The Currency of Language – COVID-19 series

Speaking more than one language is revered in society. I pride myself on speaking three, but in reality we all speak many languages. More accurately, we all speak many dialects and that has a much bigger impact on our future than we recognise.

Since COVID, a new set of jargon has emerged: iso haircut, Covidiot, Zoombombing, WFH and Blursday, to name a few. It’s a reminder of the importance of language.

Our Best Invention: Language is humanity’s killer app. It puts us firmly on top of the food chain. We are the only species who can spread ideas by passing them down generations, across geography and even through time. The sharing of our thoughts and discoveries allows every generation to build on top of what was known before. Unlike other species, we don’t have to start again every time we procreate. Verbal, written, video and computer code make this possible. All of it is based on language.

The Many Languages We Speak: If you pay attention to how you communicate, you’ll notice you use different dialects when speaking with different people. We speak a certain way with our family – our own special shorthand. When communicating with young children, we often modify our words and simplify our ideas. With friends, we use another dialect and particularly with childhood friends, the language has an historical context to it – the language is retrofitted. I grew up in a working class suburb and I learned to adapt my vocabulary and speech so I could grow in my career. This wasn’t an accident and it didn’t happen by osmosis. The language I employed was contextual, as just having the qualifications wasn’t going to be enough.

It’s obvious in hindsight that these dialects are far more important than we imagine.

Language Evolves: We also need to remember that language is a living organism. It changes its shape over time. Words come and go, meanings shift, spelling changes and what was acceptable parlance yesterday may be offensive tomorrow. Language is the living representation of our culture and its evolution. We can see this in pop culture, where keeping up with the lingua franca of teenagers is a full time job for outsiders. Commenting on someone’s headwear as ‘that’s the biggest cap ever’ may now earn you a WTF? as ‘that’s the biggest cap ever’, now means ‘the biggest lie ever’.

It is also evident in the socio political arena. As society becomes more progressive and inclusive, sentiment isn’t enough. Today we all need to be vigilant as the onus is on the communicator not cause offence. In an era of callout culture, we all need to pay attention to the language we use.

Language and Your Career: Now let’s take this idea to the context of work, technology and your own future. Assuming most people in your firm or industry are competent, then what elevates you to the top will be your mastery of contextual languages and dialects. It’s a process that requires us to change gears all day long depending on the context. We need to know our industry jargon. Increasingly, we also need to understand the verbiage emerging from the technology sector as it permeates every industry. Knowing this dialect increases our relevance.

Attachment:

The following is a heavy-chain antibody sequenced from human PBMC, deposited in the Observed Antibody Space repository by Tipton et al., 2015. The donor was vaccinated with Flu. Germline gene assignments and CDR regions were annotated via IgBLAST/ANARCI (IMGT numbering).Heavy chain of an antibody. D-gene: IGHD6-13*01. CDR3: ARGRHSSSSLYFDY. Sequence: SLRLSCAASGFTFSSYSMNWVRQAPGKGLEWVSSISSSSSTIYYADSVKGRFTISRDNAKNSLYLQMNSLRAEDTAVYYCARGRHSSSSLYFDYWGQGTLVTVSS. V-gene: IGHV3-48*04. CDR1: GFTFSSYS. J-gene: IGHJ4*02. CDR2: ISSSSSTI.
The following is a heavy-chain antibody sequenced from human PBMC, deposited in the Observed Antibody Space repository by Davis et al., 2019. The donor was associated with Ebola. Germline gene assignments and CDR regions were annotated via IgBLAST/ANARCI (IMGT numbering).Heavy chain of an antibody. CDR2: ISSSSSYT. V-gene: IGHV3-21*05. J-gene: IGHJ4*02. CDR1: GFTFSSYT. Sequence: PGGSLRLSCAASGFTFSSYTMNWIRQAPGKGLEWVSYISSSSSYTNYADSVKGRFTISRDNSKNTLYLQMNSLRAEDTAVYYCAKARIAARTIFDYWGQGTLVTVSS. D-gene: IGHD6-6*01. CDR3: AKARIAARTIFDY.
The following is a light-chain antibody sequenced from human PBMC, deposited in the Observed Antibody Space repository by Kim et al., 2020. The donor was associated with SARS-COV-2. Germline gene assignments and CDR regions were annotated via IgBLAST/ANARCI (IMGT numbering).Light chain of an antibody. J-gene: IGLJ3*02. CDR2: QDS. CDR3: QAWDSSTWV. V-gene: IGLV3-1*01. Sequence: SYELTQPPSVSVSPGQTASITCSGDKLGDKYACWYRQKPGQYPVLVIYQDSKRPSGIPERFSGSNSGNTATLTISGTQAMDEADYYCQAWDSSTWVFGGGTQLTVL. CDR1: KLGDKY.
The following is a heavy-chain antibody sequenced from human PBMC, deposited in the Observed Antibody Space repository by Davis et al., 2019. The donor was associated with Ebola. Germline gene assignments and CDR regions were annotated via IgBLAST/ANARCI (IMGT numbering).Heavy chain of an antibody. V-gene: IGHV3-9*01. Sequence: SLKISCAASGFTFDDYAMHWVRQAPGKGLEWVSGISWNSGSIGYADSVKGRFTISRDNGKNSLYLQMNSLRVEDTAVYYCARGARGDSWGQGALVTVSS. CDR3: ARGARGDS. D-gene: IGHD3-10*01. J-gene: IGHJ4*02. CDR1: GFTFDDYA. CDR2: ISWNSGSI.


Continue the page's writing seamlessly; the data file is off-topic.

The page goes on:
When you meet someone new, always pay attention to their vernacular and tone, so you can start speaking in their dialect. All of a sudden, they see you as one of them – you’re an insider and you’ve immediately overcome the biggest hurdle in any new relationship.

I unashamedly use this technique everywhere I go. I speak very differently when I’m on the ABC to when I’m on more commercial media channels. When I’m in the boardroom of a large corporation, I use financial speak: PE ratios, market caps, RPU, et al. When I hang with tech nerds, I double down on geek speak. Not only does it work, it’s fun and you only improve when you start paying attention to it. The cool thing is that it helps everyone go forward. We are far more confident about doing anything new when surrounded by people who also speak our ‘language’.

If we become more proficient in a range of dialects, we can become a translator of sorts and someone who can comfortably bridge two different cohorts. An example might be cultivating a cultural link between a startup and a large corporate. Translators are among our most valuable resources in times of rapid change like today.

Not only is language our killer app, it’s something we should be constantly hacking and paying attention to. If we evolve with it, we can be sure that we are in tune with society and invent a future for ourselves beyond our own expectations.

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Keep thinking,